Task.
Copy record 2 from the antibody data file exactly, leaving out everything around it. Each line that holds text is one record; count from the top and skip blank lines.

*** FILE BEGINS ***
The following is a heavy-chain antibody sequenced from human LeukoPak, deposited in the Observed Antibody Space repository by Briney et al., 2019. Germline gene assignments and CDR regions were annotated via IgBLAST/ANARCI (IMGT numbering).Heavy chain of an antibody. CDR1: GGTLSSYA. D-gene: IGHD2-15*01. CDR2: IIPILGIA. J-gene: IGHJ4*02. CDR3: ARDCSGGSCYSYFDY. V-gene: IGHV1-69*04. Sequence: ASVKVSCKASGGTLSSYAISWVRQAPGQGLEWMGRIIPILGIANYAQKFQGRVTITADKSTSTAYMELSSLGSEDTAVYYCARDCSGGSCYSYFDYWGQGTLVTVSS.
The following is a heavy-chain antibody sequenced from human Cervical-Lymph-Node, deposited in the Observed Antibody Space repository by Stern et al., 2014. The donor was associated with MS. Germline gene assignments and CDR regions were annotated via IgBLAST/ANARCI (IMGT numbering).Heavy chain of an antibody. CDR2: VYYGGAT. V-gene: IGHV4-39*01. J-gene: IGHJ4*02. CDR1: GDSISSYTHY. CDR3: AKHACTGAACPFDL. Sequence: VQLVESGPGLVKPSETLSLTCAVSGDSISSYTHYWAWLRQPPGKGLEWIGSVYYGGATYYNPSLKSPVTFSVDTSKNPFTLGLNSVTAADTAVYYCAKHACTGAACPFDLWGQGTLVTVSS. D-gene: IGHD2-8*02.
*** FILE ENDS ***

The following is a heavy-chain antibody sequenced from human Cervical-Lymph-Node, deposited in the Observed Antibody Space repository by Stern et al., 2014. The donor was associated with MS. Germline gene assignments and CDR regions were annotated via IgBLAST/ANARCI (IMGT numbering).Heavy chain of an antibody. CDR2: VYYGGAT. V-gene: IGHV4-39*01. J-gene: IGHJ4*02. CDR1: GDSISSYTHY. CDR3: AKHACTGAACPFDL. Sequence: VQLVESGPGLVKPSETLSLTCAVSGDSISSYTHYWAWLRQPPGKGLEWIGSVYYGGATYYNPSLKSPVTFSVDTSKNPFTLGLNSVTAADTAVYYCAKHACTGAACPFDLWGQGTLVTVSS. D-gene: IGHD2-8*02.